The Most Common IRS Tax Penalties Identified

Meeting the tax demands before the stipulated time is the most important thing to do. If not, the IRS poses several penalties on the defaulters. Every month some amount gets deducted until the person pays the whole amount, in addition to the penalties. This article will discuss the most common IRS tax penalties that are seen.

1. Information Return –

The letter is sent to taxpayers who have not provided their correct information return or statement before the due date. This penalty also keeps on adding interest until the payee completes the whole payment.

2. Failure To File Tax Returns –

This applies to those people who fail to file their tax returns until the due date has reached. A letter is issued to the payee for the same.

3. Failure To Pay Tax –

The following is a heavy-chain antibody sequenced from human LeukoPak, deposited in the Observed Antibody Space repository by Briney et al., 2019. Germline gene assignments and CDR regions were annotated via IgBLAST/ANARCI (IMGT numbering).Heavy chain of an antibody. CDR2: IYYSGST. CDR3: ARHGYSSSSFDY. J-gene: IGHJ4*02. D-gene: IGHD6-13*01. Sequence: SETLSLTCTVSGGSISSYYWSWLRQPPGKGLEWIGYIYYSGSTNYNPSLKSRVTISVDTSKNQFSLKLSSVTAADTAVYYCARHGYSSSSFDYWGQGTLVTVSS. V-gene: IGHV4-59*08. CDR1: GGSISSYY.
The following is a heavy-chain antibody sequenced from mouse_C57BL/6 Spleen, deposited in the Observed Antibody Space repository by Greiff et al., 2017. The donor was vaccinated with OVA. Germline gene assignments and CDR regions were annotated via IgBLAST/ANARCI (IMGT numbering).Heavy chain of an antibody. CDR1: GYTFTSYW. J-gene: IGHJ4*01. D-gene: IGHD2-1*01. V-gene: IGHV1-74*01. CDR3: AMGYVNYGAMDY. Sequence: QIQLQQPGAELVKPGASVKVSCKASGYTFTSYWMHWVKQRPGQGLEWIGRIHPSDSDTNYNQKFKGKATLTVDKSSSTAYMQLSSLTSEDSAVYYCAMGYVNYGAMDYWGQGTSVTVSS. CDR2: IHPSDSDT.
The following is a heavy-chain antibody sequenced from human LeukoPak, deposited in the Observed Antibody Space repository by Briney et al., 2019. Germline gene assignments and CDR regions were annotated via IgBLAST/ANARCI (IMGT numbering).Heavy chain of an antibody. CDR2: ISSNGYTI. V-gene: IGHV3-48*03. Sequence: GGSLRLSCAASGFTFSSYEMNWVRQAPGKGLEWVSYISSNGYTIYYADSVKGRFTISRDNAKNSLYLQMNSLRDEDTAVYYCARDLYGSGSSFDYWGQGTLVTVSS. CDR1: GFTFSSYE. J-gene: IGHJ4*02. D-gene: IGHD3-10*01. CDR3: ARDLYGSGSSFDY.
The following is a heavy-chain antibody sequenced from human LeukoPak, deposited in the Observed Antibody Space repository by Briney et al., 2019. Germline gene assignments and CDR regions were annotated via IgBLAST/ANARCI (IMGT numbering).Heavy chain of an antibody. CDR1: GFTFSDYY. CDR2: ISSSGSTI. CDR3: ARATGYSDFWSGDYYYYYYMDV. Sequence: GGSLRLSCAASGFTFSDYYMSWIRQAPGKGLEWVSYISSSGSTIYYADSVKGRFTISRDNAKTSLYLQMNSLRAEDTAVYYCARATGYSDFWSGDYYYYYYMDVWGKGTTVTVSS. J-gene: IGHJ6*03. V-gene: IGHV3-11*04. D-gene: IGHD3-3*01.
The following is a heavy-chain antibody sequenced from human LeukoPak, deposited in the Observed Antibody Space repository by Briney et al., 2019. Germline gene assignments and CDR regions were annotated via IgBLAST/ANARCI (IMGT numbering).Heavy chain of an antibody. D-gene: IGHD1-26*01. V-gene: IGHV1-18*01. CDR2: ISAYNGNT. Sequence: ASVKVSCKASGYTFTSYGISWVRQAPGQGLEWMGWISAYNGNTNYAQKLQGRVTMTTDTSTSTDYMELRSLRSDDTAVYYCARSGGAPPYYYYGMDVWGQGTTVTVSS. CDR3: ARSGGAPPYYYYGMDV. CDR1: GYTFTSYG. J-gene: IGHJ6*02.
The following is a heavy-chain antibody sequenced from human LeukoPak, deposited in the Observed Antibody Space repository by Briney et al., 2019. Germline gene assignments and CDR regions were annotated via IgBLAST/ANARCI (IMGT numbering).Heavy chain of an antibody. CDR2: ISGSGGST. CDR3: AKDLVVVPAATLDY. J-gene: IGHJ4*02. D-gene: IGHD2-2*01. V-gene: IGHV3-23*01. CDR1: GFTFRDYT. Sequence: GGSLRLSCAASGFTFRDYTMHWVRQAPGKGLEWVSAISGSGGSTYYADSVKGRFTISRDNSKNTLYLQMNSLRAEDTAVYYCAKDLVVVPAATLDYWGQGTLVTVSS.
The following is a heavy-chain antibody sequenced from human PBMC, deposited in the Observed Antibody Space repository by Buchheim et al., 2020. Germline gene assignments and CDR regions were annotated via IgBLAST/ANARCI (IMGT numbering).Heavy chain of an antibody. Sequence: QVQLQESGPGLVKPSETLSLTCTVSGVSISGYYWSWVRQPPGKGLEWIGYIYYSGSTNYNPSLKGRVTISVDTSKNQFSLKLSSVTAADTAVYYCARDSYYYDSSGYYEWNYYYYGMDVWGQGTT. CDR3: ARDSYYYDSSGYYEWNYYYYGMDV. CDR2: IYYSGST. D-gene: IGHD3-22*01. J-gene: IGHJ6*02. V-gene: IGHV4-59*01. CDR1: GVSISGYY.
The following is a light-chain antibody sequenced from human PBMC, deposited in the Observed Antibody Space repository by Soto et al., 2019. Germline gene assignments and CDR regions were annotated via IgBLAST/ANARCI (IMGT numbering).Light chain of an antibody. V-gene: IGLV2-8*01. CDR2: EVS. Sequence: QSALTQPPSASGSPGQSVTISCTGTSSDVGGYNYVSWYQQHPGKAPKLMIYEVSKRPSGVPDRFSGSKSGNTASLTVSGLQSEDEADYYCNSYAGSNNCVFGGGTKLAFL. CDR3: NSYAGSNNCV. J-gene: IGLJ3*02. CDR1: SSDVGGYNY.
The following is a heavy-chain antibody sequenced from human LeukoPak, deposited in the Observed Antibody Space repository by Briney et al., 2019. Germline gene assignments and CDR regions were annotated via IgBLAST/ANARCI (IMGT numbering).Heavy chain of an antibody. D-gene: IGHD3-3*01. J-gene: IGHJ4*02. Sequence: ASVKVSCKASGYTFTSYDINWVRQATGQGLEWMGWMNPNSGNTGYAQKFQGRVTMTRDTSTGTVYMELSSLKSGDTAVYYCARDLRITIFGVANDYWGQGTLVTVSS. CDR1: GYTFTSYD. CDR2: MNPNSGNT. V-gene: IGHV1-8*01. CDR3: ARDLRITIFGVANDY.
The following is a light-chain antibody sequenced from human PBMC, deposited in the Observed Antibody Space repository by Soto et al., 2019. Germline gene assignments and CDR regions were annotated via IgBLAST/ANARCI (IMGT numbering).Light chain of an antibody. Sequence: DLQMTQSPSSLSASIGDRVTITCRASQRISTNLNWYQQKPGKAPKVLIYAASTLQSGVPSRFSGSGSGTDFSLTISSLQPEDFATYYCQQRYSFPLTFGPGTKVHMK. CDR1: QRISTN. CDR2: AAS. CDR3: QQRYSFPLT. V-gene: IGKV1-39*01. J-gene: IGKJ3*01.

As the name suggests, this penalty applies when a person fails to pay taxes on time. The penalty keeps on increasing until the full amount is deposited by the taxpayer.

4. Accuracy Penalty –

This happens when a person applies to the deductions erroneously and they do not stand anywhere to receive that mentioned claim.

5. Dishonored Payments –

When a person has insufficient funds in their bank account so the check or other mode of payment is not acceptable.

6. Underpayment Of The Taxes –

When a person fails to pay the taxes in full amount then this penalty comes into action.

There are certain measures that a person may take to avoid these buckets full of penalties.

  • A person may ask for extensions of up to 3 or even 6 months.
  • Paying the taxes in certain intervals after opting for the tax payment plan could be a real help for some people who cannot afford to pay the whole amount in one go.
  • Hiring a tax attorney is the best option as they will always guide an individual about what is best for them in this kind of challenging situation.

These were some of the most common penalties by the IRS that are applied to defaulters at various levels. A person should try their level best to avoid them by paying taxes on time.

Comments are closed.